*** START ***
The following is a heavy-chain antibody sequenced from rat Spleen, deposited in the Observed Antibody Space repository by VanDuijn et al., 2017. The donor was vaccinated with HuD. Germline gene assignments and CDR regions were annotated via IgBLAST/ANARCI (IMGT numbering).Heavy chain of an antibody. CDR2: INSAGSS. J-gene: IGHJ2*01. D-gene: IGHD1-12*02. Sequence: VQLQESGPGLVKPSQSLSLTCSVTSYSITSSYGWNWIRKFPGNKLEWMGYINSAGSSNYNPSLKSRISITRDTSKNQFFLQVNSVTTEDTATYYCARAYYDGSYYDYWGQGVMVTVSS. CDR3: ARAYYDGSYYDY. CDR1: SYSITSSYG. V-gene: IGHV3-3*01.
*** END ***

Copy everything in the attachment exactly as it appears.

The following is a heavy-chain antibody sequenced from rat Spleen, deposited in the Observed Antibody Space repository by VanDuijn et al., 2017. The donor was vaccinated with HuD. Germline gene assignments and CDR regions were annotated via IgBLAST/ANARCI (IMGT numbering).Heavy chain of an antibody. CDR2: INSAGSS. J-gene: IGHJ2*01. D-gene: IGHD1-12*02. Sequence: VQLQESGPGLVKPSQSLSLTCSVTSYSITSSYGWNWIRKFPGNKLEWMGYINSAGSSNYNPSLKSRISITRDTSKNQFFLQVNSVTTEDTATYYCARAYYDGSYYDYWGQGVMVTVSS. CDR3: ARAYYDGSYYDY. CDR1: SYSITSSYG. V-gene: IGHV3-3*01.